Finding Happiness in Your Career

Finding Happiness in Your Career

Choosing the right career path in business and life

We receive many words of wisdom and advice from our mentors and colleagues regarding how to find happiness in our careers.

One piece of advice is to “find your passion.” This mantra might apply to some and is a worthwhile endeavour for those who know their passions and can successfully commercialise these interests.

However, many talented individuals have passions that provide creativity and challenge, but do not generate enough income to pay the bills.

I also believe a vast majority of people do not know what their passion is or may not have a passion.

When we look at employees who are happy in their careers, few have had a straight trajectory, instead most have explored a number of different avenues until they have landed. 

It can take a while with many experiences before we figure we discover where we feel we are making a meaningful contribution. Besides, how could academic teachings provide a true flavor of your chosen discipline until you are actually immersed in the field? Besides how could academic teachings provide a true flavor of your chosen discipline until you are actually immersed in the field?


What career path should you choose when seeking happiness?

Passion and ability are not always linked. I would love to have been a sax player or a great vocalist. I am passionate about music. I am also tone-deaf, and no amount of passion will allow me to excel at either.

When my clients seek career advice, I suggest they find something they can excel and flourish.

Everybody has talents whether it’s as a coder, writer, plumber, statistician, strategist etc. When you find something you are good at, then it comes naturally and you see yourself as adding value. Value to your organisation, and  your team. You then become a desired commodity.

This puts you at a competitive advantage. Your profile is raised, and so is your currency. Being valued is the most important driver for engagement and investment in your role.

I advise my clients not to necessarily have a single career for the rest of their lives. Think about this: the average person works for about 90,000 hours over the course of their life time. That is daunting.

So to engage in the exact same thing for 90,000 hours might lead to diminishing returns. You might be fatigued, burnt out, or just plain bored.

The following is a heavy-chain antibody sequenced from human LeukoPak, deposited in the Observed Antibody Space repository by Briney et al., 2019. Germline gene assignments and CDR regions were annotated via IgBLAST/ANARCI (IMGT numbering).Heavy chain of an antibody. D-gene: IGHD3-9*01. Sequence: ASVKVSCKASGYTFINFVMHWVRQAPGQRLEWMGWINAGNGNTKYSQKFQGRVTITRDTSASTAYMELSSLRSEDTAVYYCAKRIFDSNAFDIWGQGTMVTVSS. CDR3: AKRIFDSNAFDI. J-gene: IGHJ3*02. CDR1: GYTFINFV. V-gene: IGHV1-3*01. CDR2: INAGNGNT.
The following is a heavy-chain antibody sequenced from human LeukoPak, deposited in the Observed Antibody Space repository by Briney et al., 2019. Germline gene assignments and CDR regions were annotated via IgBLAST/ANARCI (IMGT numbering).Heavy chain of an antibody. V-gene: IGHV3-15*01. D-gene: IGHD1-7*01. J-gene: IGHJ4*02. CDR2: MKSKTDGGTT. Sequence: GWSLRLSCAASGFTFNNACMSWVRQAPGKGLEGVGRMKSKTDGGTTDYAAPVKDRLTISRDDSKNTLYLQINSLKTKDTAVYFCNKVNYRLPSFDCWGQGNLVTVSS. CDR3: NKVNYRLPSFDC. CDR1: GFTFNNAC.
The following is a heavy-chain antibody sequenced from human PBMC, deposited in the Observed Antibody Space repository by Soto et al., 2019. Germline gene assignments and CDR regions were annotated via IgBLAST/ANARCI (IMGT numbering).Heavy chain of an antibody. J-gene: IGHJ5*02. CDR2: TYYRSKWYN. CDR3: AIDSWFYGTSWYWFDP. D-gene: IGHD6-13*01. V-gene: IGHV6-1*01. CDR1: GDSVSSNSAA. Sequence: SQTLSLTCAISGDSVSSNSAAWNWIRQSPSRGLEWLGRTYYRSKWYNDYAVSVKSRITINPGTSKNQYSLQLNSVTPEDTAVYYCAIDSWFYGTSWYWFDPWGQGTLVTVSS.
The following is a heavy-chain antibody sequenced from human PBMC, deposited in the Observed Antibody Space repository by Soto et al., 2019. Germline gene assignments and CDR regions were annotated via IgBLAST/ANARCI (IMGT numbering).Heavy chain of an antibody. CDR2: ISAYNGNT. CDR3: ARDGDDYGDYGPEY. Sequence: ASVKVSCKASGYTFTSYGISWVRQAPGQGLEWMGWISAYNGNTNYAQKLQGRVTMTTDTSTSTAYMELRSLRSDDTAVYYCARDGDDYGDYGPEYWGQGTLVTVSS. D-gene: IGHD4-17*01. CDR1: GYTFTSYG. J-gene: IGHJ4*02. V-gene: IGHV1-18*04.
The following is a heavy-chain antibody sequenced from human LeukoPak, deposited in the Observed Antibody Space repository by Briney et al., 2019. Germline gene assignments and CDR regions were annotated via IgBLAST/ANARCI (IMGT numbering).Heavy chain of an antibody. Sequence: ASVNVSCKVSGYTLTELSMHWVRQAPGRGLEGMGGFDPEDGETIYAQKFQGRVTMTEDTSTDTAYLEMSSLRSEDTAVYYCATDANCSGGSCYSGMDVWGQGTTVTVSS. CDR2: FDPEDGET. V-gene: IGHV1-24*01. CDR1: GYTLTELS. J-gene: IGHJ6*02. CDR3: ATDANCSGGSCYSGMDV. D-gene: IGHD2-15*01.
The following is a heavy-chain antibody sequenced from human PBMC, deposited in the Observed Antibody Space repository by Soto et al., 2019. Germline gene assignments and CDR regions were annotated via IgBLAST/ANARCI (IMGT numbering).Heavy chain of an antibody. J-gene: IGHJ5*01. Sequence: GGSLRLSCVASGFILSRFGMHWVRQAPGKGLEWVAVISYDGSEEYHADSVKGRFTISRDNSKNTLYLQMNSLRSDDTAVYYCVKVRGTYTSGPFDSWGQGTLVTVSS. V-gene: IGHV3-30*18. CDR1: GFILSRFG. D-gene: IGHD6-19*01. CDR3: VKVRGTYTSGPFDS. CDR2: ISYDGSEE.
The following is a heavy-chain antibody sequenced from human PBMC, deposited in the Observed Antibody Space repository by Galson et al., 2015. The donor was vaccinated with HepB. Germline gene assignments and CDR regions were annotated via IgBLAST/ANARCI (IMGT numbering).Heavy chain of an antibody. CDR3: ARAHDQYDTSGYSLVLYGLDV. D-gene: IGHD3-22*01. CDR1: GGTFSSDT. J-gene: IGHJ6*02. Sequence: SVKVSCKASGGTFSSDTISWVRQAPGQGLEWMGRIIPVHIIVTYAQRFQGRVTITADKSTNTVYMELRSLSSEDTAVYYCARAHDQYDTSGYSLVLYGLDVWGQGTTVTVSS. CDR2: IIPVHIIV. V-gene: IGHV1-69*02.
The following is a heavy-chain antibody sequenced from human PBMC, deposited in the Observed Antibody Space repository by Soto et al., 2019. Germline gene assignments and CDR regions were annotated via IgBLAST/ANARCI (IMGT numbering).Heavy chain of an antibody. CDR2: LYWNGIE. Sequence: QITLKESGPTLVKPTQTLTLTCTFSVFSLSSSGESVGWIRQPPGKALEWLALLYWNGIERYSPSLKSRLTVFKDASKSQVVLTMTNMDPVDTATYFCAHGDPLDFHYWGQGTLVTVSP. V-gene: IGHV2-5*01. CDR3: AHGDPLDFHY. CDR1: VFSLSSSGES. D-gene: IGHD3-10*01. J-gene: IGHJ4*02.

How many careers should you expect to have in your lifetime?

It is advantageous to consider that you might have many careers in the course of your lifetime.

Remain curious, continue to explore different fields and build your network. You will most likely end up shifting your interests more than once.

This will allow you to stay engaged and enjoy new challenges. A journey of multiple careers is highly rewarding. You then recognise that your talents are not singular but rather plentiful.

Stop thinking in straight lines, remain curious and embrace change. Passion is a feeling and feelings change all the time.

So my advice to you is find something you are really good at, because when you do, the returns are great. Recognise that you may embark on a few careers over the course of your life based upon market demands, your personal commitments and the evolution of your interests and values over the course of your life time.

People who have had many careers are fascinating to talk to, they have many interests and have multi-faceted skills. They give us permission to be many things.

Finding Happiness in Your Career

Just remember although you may enjoy doing the same thing for 40 years the road to happiness likely has many trajectories. For those of you who have a varied career path, you are welcome at my dinner table any time.


Cindy Wahler, PhD, C.Psych. is a leadership consultant specializing in executive coaching and talent management. She can be contacted at cwahler@cindywahler.com.

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